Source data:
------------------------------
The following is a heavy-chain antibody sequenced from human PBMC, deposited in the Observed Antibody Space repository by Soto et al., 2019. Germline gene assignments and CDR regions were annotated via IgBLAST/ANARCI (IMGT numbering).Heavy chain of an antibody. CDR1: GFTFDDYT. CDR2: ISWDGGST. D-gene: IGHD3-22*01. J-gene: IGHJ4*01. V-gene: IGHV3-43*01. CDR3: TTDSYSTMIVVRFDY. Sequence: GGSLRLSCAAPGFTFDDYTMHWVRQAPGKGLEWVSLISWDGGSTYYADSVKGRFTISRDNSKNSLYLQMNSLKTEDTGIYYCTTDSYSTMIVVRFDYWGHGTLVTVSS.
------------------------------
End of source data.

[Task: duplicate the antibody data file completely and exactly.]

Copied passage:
The following is a heavy-chain antibody sequenced from human PBMC, deposited in the Observed Antibody Space repository by Soto et al., 2019. Germline gene assignments and CDR regions were annotated via IgBLAST/ANARCI (IMGT numbering).Heavy chain of an antibody. CDR1: GFTFDDYT. CDR2: ISWDGGST. D-gene: IGHD3-22*01. J-gene: IGHJ4*01. V-gene: IGHV3-43*01. CDR3: TTDSYSTMIVVRFDY. Sequence: GGSLRLSCAAPGFTFDDYTMHWVRQAPGKGLEWVSLISWDGGSTYYADSVKGRFTISRDNSKNSLYLQMNSLKTEDTGIYYCTTDSYSTMIVVRFDYWGHGTLVTVSS.